The freedom to choose to run those distros. For some, principles are more important than convenience.


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#62 2013-09-25 10:57:14

Awebb
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Registered: 2010-05-06
Posts: 4,537

Re: The GNU list of 'truly' free as in freedom distros

The FSF version of "free" is similar to the Arch version of "simple". Both concepts have a certain focus. You cannot be "free" in every aspect at once. You cannot be liberated from super strict closed source driver policies while being totally fine with closed source drivers. You cannot be free of all garments without being free of cell door bars in the long run. Look at the free market, everybody is free to trade goods and services without regulation (this would be the ultimate form), but you, as a lower life form (read: customer) are not free to do anything besides picking your company and give them all your money. I salute the effort of those, who create distros like Parabola. They will soon or later have an itch we don't have and they will scratch it. We all benefit of those brave martyrs' idealists' actings, as they create an alternative to closed software for all of us.

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#63 2013-09-25 13:12:05

To98
Member
Registered: 2013-01-27
Posts: 21

Re: The GNU list of 'truly' free as in freedom distros

I see no problem with 100% free distros. If you have hardware that supports it and you don't need non-free software you have a perfect free distro. Why install proprietary drivers if your hardware runs fine without them?

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#64 2013-09-25 17:19:13

drcouzelis
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From: Connecticut, USA
Registered: 2009-11-09
Posts: 3,523
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Re: The GNU list of 'truly' free as in freedom distros

MilenKid wrote:

What is strange for me is the free/freedom/free as in freedom part. I think that’s a load of c**p. I am with FSF (even if passively) but the freedom part is a bunch of manipulative propaganda.

The software freedom aspect that you are referring to is why the Free Software Foundation exists. You can't be "with the FSF" and not believe in software freedom.

If you believe it's morally wrong to use or support non-free software, then you are a proponent of free software.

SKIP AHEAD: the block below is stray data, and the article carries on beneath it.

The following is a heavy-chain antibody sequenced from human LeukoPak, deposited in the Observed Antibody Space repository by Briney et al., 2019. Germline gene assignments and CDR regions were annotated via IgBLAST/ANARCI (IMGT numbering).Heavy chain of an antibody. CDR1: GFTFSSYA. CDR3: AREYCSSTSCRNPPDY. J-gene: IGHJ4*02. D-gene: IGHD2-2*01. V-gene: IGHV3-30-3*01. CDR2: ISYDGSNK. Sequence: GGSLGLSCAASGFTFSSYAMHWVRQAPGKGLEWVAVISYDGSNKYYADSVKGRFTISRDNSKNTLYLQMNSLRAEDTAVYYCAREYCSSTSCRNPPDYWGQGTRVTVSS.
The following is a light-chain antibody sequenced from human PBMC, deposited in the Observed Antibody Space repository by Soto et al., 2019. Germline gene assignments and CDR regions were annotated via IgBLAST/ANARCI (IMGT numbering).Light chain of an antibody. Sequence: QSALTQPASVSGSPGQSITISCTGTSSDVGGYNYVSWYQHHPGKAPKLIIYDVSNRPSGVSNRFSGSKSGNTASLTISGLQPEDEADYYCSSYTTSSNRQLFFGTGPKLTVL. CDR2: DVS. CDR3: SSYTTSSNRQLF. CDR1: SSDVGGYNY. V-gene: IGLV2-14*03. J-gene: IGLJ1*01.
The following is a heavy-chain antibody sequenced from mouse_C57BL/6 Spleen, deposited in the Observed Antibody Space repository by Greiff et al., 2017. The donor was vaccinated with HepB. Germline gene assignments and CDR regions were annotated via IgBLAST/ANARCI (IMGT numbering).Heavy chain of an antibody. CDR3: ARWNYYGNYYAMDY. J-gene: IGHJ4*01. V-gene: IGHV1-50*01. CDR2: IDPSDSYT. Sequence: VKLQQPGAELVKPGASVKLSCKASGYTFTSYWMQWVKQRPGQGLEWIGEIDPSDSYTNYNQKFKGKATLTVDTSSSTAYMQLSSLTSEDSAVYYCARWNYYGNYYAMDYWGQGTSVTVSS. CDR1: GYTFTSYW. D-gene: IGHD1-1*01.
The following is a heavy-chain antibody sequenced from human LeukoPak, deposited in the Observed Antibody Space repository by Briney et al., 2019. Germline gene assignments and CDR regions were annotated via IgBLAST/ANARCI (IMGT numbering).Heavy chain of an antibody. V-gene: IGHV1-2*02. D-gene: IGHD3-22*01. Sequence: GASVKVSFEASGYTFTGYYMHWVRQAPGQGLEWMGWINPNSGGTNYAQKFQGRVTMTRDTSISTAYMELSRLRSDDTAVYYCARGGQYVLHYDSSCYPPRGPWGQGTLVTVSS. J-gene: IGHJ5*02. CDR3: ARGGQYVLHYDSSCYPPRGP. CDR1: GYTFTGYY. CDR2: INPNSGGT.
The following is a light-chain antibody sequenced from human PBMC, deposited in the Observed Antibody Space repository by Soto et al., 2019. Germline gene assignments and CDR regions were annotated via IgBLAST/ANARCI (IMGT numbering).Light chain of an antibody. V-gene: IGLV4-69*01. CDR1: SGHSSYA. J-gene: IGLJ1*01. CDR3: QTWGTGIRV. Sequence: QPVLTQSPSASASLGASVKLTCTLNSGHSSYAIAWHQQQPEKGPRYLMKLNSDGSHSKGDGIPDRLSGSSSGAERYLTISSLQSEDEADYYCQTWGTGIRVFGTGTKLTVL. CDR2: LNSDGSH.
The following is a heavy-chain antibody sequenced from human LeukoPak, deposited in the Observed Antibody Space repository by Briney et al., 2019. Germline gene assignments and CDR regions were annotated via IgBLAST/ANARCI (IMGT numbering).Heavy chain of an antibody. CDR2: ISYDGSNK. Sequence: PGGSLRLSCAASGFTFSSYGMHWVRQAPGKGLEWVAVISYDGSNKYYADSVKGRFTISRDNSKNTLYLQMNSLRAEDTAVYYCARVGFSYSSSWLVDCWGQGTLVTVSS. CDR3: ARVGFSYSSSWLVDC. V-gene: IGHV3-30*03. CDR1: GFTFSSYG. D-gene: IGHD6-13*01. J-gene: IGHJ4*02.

If you believe in using the best software no matter the license but that the best software is usualy open source, then you are a proponent of the open source software.

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#65 2013-09-25 21:09:21

MilenKid
Member
Registered: 2013-04-21
Posts: 86

Re: The GNU list of 'truly' free as in freedom distros

You misunderstood me. My rant was about the association between freedom (outside software) and free software. That's all. I have nothing against Parabola/RMS/GNU.
Using free software restricts your choice, simple as that.  That does not mean that freedom equals choice and only that, but it is part of it.

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#66 2013-09-25 22:06:46

Trilby
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From: Massachusetts, USA
Registered: 2011-11-29
Posts: 14,208
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Re: The GNU list of 'truly' free as in freedom distros

Choosing to use free software restricts your choice?  I love irony, but that's just an overload.

If anyone *forced* you to use free software, that would restrict your choice.


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#67 2013-09-26 03:01:14

cfr
Member
From: Cymru
Registered: 2011-11-27
Posts: 5,675

Re: The GNU list of 'truly' free as in freedom distros

And the FSF argues that freedom "outside software" is entangled with free software. I think they are ultimately right about this but whether they are right or not isn't really relevant. I don't see you can be "with FSF" and reject this connection. You can be sympathetic to some of their aims for different reasons. But that's not being "with" them as I understand it. Maybe you are just more comfortable with the open source movement than the free software movement?


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#68 2013-09-26 08:04:48

Awebb
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Registered: 2010-05-06